The Ministry of Finance announced on Wednesday that the government will start collecting customs duties with a tenfold increase, starting the first of December.
The announcement came a day after the Governor of the Banque du Liban said that the official exchange rate of the dollar would be raised to LBP 15,000 as of February.
Minister of Finance in the caretaker government, Youssef Al-Khalil, said that his ministry has sent a letter to Banque du Liban, informing it that it would calculate foreign exchange rates on taxes and fees collected by the Customs Administration on imported goods and merchandise, on the basis of LBP 15,000 pounds per US dollar, as of the first of December.
Khalil noted that this measure would limit the exploitation of price differences, and mitigate the losses incurred by the treasury.
In a televised interview on Monday, BDL Governor Riad Salemeh said: “We are in the process of unifying the exchange rates”.
The BDL bank would have just two rates, he said, the LBP 15,000 and the Sayrafa rate, the official exchange rate platform managed by the Central Bank, where the Lebanese pound is currently trading at about 30,000 to the dollar.
Lebanon’s financial and banking circles were not surprised by the announcement.
In remarks to Asharq Al-Awsat, a senior banking official asserted that the monetary authority’s moves were aimed at covering up the constitutional and political voids on the one hand, and the executive authority’s continued inability to find emergency solutions to stop the series of monetary and financial collapses.
He noted that any move to correct monetary losses caused by the multiplicity of exchange rates would fall within effective approaches to developing a methodology for managing the major monetary and financial crises that the country has been experiencing for three years.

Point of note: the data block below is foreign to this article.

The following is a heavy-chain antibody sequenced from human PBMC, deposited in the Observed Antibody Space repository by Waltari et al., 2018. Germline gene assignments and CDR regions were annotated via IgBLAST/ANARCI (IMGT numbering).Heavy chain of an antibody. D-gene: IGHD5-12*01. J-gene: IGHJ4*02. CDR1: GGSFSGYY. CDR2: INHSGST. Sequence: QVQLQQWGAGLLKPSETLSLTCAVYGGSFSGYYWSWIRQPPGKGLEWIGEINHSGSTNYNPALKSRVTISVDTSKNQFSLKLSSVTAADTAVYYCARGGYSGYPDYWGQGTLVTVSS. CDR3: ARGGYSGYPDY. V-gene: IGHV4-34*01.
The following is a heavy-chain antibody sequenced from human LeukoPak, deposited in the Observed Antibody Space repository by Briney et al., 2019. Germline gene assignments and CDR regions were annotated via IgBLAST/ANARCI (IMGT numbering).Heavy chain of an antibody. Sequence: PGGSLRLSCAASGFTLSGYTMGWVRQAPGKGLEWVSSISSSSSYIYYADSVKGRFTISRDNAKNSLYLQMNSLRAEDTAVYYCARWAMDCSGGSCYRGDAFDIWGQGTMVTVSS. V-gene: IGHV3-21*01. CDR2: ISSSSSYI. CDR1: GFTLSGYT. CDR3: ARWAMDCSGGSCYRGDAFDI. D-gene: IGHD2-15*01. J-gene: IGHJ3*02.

It also contributes, according to a previous assessment by the general manager of the First National Bank, Najib Samaan, to alleviating the burdens and exchange losses incurred by depositors in banks, who carry out withdrawals within monthly ceilings at the rates of LBP 8,000 and 12,000 per one dollar.
In line with this assessment, Salemeh said: “We are trying, through these circulars, to manage the crisis.”
He continued: “This crisis came amid challenges that are beyond the scope of the Banque du Liban… The most important of which was the cessation of paying foreign Lebanese bonds, which largely isolated Lebanon from the financial markets and made it difficult for dollars to enter the country... in addition to the Covid-19 pandemic, which left its marks on the economies of the world as a whole.”